Over the past few years, Massachusetts residents (and beyond) have had to deal with a variety of diseases and ailments including COVID-19, RSV, the regular flu, and of course stress. Stress has formed not only from having these ailments but stress has also resulted from the fact that many people lost their jobs, can't find affordable housing, are having trouble paying their bills, and are having a hard time being able to afford food among other everyday factors that can result in stress.

There's One Disease That Folks in Massachusetts and Beyond Have Had to Deal With Before During and After Covid

Another disease that about 10% (8.33%) of Massachusetts adults age 35 and over have, and stress plays a big role, is heart disease. As a matter of fact, mass.gov reports that  7.3% of Massachusetts men 35 and over reported being diagnosed with heart disease, and 4.4% % of Massachusetts women 35 and over reported being diagnosed with the disease. All of these statistics are being brought up because February is American Heart Month.

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What Can One Do to Reduce the Chances of Getting Heart Disease? 

There are a number of things one can do to combat heart disease and stress including healthy eating, increasing physical activity, and quitting smoking. As a matter of fact, the CDC offers a variety of American Heart Month toolkits and "Live to the Beat" resources which you can explore by going here. You can also find more resources and tips by going to the American Heart Association's website. Here's to reducing stress and taking care of your heart.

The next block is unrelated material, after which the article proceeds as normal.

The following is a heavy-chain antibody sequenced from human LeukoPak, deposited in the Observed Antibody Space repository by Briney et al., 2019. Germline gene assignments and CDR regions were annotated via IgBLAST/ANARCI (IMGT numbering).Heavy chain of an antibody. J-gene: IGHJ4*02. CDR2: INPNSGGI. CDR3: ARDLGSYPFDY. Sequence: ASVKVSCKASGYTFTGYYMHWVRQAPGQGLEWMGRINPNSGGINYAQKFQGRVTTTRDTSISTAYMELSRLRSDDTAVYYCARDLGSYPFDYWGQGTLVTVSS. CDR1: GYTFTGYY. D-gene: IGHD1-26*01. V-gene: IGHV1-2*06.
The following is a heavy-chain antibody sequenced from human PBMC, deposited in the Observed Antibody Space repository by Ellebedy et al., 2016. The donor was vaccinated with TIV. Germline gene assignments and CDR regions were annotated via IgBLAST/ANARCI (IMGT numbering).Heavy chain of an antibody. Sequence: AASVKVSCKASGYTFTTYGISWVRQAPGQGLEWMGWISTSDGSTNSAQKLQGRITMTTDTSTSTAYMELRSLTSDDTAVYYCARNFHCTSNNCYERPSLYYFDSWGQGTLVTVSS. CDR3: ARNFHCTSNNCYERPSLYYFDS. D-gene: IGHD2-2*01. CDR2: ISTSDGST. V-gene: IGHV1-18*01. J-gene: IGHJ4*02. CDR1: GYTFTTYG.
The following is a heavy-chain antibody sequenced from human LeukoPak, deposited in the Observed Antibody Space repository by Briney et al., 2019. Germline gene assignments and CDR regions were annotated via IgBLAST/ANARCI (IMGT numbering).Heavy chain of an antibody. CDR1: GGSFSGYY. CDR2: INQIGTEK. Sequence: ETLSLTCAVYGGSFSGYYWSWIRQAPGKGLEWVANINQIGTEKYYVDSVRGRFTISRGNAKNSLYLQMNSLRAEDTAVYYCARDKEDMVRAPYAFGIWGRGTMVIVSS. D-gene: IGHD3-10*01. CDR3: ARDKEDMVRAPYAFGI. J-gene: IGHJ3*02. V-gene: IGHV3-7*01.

READ ON: See the States Where People Live the Longest

Stacker used data from the 2020 County Health Rankings to rank every state's average life expectancy from lowest to highest. The 2020 County Health Rankings values were calculated using mortality counts from the 2016-2018 National Center for Health Statistics. The U.S. Census 2019 American Community Survey and America's Health Rankings Senior Report 2019 data were also used to provide demographics on the senior population of each state and the state's rank on senior health care, respectively.

Read on to learn the average life expectancy in each state.

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LOOK: Here's where people in every state are moving to most

Stacker analyzed the Census Bureau's 2019 American Community Survey data to determine the three most popular destinations for people moving out of each state.

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